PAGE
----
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Archive for February, 2012

The salt men of Tibet

Shot under extreme conditions in one of the world’s most remote and beautiful locations, THE SALTMEN OF TIBET documents the ancient traditions and daily rituals of a Tibetan nomadic community and transports us into a realm untainted by the tides of foreign invasion or encroaching modernity. Step by step we follow the unforgettable, annual three-month pilgrimage to the holy salt lakes of northern Tibet.

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(Video hosted on Youtube.)

n Tibet’s Changtang region, nomads harvest salt to buy barley. A clan prepares four of its men for an annual trek to Lake Tsento, where they rake salt from shoals into piles, then into bags, and onto their yaks to return, 90-days in all. After picking an auspicious day to depart, they feast, sing, tell stories, and race horses. Women are forbidden on this sacred trip. All is ritualized: Margen cooks, Pargen prepares burnt offerings and distributes meat, Zopon cares for the caravan of 160 yaks, Bopsa bends his strong back to arduous work. To each other they speak the secret language of saltmen; they pray and observe exemplary behavior. The goddess of the lake smiles upon them. Four men from a nomadic Tibetan tribe undertake their annual, ritualistic pilgrimage to a sacred salt lake. Salt gathered in this traditional fashion will be sold to provide the economic livelihood of the tribe for the coming year. The journey, necessary for the group’s survival, also incorporates a number of rituals necessary for their culture to survive in the modern world.

Maasai – Kenya and northern Tanzania

The Maasai people of East Africa live in southern Kenya and northern Tanzania along the Great Rift Valley on semi-arid and arid lands. The Maasai occupy a total land area of 160,000 square kilometers with a population of approximately one half million people. However, many Maasai see the national census as government meddling and often miscount their numbers to census takers.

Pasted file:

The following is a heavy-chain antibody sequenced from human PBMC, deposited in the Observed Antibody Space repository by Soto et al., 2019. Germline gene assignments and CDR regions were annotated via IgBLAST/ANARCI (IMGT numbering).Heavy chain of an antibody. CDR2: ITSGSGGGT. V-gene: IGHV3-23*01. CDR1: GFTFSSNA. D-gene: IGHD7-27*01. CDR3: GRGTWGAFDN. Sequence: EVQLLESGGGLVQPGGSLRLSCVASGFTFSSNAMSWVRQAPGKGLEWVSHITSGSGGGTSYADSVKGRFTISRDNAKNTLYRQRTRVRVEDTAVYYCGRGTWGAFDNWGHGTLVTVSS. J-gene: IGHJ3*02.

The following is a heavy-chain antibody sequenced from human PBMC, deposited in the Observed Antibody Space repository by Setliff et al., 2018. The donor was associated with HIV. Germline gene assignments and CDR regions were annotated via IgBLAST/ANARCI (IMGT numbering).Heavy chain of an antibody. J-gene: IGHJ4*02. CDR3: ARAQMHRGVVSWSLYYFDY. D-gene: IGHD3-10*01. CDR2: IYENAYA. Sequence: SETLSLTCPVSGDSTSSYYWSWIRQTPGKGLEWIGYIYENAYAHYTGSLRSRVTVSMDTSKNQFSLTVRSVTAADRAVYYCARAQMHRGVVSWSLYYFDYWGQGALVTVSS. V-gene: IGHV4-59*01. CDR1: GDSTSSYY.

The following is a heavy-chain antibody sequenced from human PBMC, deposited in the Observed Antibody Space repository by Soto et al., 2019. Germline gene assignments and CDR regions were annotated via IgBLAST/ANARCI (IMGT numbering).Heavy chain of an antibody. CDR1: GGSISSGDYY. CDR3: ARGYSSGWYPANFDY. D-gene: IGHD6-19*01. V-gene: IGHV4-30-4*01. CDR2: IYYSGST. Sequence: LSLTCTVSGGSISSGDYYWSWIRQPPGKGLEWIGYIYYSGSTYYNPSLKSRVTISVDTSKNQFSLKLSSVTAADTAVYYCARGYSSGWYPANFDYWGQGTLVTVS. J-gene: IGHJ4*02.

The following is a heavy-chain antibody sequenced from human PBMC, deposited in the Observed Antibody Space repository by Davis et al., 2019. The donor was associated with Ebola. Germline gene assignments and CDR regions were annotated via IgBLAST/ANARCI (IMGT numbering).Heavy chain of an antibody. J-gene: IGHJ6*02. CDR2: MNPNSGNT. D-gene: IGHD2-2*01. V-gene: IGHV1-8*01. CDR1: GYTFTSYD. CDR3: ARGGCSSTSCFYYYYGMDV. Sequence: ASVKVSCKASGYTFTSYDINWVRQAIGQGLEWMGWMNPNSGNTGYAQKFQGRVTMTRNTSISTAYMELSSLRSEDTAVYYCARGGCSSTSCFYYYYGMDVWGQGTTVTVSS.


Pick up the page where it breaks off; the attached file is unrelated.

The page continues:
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Maasai – Kenya and northern Tanzania
Video hosted on Youtube.

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he Maasai live in Kraals arranged in a circular fashion. The fence around the kraal is made of acacia thorns, which prevent lions from attacking the cattle. It is a man’s responsibility to fence the kraal. While women construct the houses. Traditionally, kraals are shared by an extended family. However, due to the new land management system in the Maasai region, it is not uncommon to see a kraal occupied by a single family. The Inkajijik (maasai word for a house) are loaf-shaped and made of mud, sticks, grass, cow dung and cow’s urine. Women are responsible for making the houses as well as supplying water, collecting firewood, milking cattle and cooking for the family. Warriors are in charge security while boys are responsible for herding livestock. During the drought season, both warriors and boys assume the responsibility for herding livestock. The elders are directors and advisors for day-to-day activities. Every morning before livestock leave to graze, an elder who is the head of the inkang sits on his chair and announces the schedule for everyone to follow. The Maasai are a semi-nomadic people who lived under a communal land management system. The movement of livestock is based on seasonal rotation. Contrary to many claims made by outsiders, particularly the Hardinian school of thought, this communal land management system allows us to utilize resources in a sustainable manner. Each section manages its own territory. Under normal conditions, reserve pastures are fallowed and guarded by the warriors. However, if the dry season becomes especially harsh, sections boundaries are ignored and people graze animals throughout the land until the rainy season arrives. According to Maasai traditional land agreement, no one should be denied access to natural resources such as water and land.

Samsara

Samsara is A spiritual love-story set in the majestic landscape of Ladakh, Himalayas. Samsara is a quest; one man’s struggle to find spiritual Enlightenment by renouncing the world. And one woman’s struggle to keep her enlightened love and life in the world. But their destiny turns, twists and comes to a surprise ending…

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Samsara.


Video hosted on Youtube.